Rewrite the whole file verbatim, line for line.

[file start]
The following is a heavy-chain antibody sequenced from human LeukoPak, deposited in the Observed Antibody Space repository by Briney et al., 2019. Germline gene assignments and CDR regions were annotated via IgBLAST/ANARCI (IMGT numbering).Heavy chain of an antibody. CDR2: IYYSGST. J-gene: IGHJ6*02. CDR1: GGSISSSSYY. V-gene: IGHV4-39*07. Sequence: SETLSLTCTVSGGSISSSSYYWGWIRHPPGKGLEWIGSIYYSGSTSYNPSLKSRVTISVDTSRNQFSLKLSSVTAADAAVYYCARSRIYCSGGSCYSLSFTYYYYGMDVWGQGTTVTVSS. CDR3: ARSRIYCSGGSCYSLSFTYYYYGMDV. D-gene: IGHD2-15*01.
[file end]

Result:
The following is a heavy-chain antibody sequenced from human LeukoPak, deposited in the Observed Antibody Space repository by Briney et al., 2019. Germline gene assignments and CDR regions were annotated via IgBLAST/ANARCI (IMGT numbering).Heavy chain of an antibody. CDR2: IYYSGST. J-gene: IGHJ6*02. CDR1: GGSISSSSYY. V-gene: IGHV4-39*07. Sequence: SETLSLTCTVSGGSISSSSYYWGWIRHPPGKGLEWIGSIYYSGSTSYNPSLKSRVTISVDTSRNQFSLKLSSVTAADAAVYYCARSRIYCSGGSCYSLSFTYYYYGMDVWGQGTTVTVSS. CDR3: ARSRIYCSGGSCYSLSFTYYYYGMDV. D-gene: IGHD2-15*01.